Cover Letters & Query Letters (part 1)

If you are new to these two, please take notes.This is something you’re going to be seeing a lot of, if you’re writing a novel, short story, a memoir–basically anything that has to do with publishing you will need how to write this and how to get it out there. Because you know you want to get published.

Cover letters are used to quickly introduce your work, yourself, and express your interest in the magazine to an editor. A cover letter is your first impression, so to speak. So it’s really important that you have absolutely no grammatical errors.

Here’s an example of one I wrote:

[Personal Address]

[Actual Name of Editor]
[Title/position they hold, usually ‘Editor’]
[“Name of” Literary Magazine]

Dear [Editor’s Name],

I have attached my previously unpublished story [Title here] to be considered as a submission for your new issue.

I found your magazine through New Pages and after seeing your latest issue, I thought it’d be a good fit. I also thought it very kind of you to offer commentary on our submissions, if not accepted. I would very much like to hear any commentary you have on my submission if it is not accepted.

I am a MFA student at [***]College and I have never published a work of fiction before.

Thank you so much for your time and considering my submission. I look forward to hearing from you.


D. Arlene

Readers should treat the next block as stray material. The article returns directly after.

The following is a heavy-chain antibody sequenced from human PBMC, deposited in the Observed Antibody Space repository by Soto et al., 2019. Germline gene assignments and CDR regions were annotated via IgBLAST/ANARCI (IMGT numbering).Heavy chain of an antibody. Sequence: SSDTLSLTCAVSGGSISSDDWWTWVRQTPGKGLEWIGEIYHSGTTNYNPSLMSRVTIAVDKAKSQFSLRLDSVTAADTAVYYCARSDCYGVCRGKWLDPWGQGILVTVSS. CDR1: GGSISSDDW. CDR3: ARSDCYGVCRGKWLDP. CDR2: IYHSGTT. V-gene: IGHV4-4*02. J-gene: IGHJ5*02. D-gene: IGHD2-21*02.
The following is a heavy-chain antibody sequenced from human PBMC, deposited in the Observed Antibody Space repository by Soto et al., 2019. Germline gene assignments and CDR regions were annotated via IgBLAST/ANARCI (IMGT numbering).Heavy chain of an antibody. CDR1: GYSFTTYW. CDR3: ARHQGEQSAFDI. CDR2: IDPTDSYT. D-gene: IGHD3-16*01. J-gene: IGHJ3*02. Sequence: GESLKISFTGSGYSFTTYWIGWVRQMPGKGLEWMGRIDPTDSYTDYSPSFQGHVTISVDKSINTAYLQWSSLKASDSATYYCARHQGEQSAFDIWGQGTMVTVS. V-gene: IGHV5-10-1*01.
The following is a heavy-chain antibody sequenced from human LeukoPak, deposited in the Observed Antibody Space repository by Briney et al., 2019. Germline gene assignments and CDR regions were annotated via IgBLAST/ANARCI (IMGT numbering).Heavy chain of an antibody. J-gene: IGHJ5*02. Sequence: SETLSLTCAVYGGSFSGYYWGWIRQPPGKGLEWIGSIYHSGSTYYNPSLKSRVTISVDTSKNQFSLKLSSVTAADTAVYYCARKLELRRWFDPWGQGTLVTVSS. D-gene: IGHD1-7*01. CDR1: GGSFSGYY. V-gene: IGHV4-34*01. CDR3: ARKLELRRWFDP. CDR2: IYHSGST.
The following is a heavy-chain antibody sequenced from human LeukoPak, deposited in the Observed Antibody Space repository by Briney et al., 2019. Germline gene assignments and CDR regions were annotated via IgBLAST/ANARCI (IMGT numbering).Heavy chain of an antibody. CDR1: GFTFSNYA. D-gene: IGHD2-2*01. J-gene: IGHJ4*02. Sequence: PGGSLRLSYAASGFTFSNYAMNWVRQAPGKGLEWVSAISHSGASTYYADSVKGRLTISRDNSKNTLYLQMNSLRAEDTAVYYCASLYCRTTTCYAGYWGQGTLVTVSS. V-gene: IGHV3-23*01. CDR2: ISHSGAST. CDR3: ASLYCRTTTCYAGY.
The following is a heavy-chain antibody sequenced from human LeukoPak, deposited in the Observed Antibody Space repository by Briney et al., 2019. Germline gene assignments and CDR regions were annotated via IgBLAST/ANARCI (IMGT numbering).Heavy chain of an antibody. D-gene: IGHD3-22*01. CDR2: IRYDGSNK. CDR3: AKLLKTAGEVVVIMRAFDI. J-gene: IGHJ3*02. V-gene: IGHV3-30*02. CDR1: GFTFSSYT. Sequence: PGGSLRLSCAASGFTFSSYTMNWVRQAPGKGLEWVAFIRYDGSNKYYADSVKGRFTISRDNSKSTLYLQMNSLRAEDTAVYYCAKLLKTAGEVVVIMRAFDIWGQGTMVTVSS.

You want to tell them:

1. what you are submitting (if it is a simultaneous submission state that!)

2. who you are (publication credits are okay, if you’re a student, sure–though not necessary; if it’s your first time publishing, yes!)

3. thank them for taking the time to read it.

In my example, I was submitting to a magazine I had just recently researched and read a couple of their stories. I enjoyed them, and when they came out with a themed issue they said they’d give feedback if rejected. It’s rare for magazines to do that and I felt that even if I didn’t get accepted while I had confidence, it’d be a good opportunity to see what an editor thought of my work. They requested that we write whether or not we’d like to have that.

Essentially every letter will different based on what the editor/magazine wants from you. Anything else is really optional. If you want to mention that you like their magazine, do so– I think it shows an appreciation for what they do. It also shows that you did your research, and you’re not wasting their time. I’d highly recommend it. Also, make sure you use an actual name for the editor. No one appreciates a generic ‘Madam/Sir.’ These are people taking time out of their lives to read your work. Show some respect and research where you want to send your short stories.

Here’s one example, and another for more specific details.

Some people mix up query letters and cover letters, or try to combine the two. That’s not the job of a cover letter. A cover letter is quick, let’s them know a couple of things like whether or not you’re serious about this and then they get to reading. Query letters are different. They’re for a literary agent, not an editor of a magazine.

Keep that in mind when you’re writing.


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